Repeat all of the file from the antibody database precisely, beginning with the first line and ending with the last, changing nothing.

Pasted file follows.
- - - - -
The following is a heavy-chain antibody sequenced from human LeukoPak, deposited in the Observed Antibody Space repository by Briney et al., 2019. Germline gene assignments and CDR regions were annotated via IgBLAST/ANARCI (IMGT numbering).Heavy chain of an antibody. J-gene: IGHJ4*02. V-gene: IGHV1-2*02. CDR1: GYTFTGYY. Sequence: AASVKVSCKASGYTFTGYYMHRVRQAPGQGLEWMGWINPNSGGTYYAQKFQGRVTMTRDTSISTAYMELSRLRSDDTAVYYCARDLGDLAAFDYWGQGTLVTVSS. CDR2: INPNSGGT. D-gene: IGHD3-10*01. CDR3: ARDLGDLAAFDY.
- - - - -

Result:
The following is a heavy-chain antibody sequenced from human LeukoPak, deposited in the Observed Antibody Space repository by Briney et al., 2019. Germline gene assignments and CDR regions were annotated via IgBLAST/ANARCI (IMGT numbering).Heavy chain of an antibody. J-gene: IGHJ4*02. V-gene: IGHV1-2*02. CDR1: GYTFTGYY. Sequence: AASVKVSCKASGYTFTGYYMHRVRQAPGQGLEWMGWINPNSGGTYYAQKFQGRVTMTRDTSISTAYMELSRLRSDDTAVYYCARDLGDLAAFDYWGQGTLVTVSS. CDR2: INPNSGGT. D-gene: IGHD3-10*01. CDR3: ARDLGDLAAFDY.